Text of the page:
Sensory Overload

Until I personally experienced sensory overload, I could not understand this concept.  I made visual schedules, social stories, and used desensitization training to help my students with autism spectrum disorders.  Then one Christmas morning I awoke without vision in my left eye.  It vastly changed how I was experiencing everything around me.  After treatment, I eventually healed.  But, the experience changed me.

Can you imagine how overwhelming the holidays are for a child with a sensory disorder?  Noises, Santa suits, decorations sparkling everywhere.  I would highly encourage families of these individuals to consider a few changes this holiday season.  

  1. Choose fewer holiday decorations.
  2. Make a visual calendar to mark out days to countdown for a holiday.
  3. Avoid serving food that your loved one cannot tolerate.  Even the smell can overload them.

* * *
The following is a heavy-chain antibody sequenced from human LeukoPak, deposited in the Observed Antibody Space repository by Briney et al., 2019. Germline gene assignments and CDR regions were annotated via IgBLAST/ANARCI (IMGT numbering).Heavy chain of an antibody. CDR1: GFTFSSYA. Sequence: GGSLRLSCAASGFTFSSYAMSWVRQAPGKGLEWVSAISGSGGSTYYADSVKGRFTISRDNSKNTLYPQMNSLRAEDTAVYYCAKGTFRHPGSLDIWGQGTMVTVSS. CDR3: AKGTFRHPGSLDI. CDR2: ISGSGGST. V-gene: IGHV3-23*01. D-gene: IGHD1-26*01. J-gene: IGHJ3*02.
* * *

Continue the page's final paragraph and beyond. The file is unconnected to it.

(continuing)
4. When planning an outing to the mall or see Santa, listen to them.  When they hit the overload point, they require a break from the noise, visual stimuli, smells, etc.  There is no amount of cajoling.  They cannot function anymore.
  5. Slow down.  People will understand if you’re running a little behind in order to help your family member transition peacefully.  Pushing them to go faster can and will create a problem for everyone involved.  Extend yourself some grace this holiday season.

Posted on November 8, 2012, in Education for Parents and tagged . Bookmark the permalink. Leave a comment.

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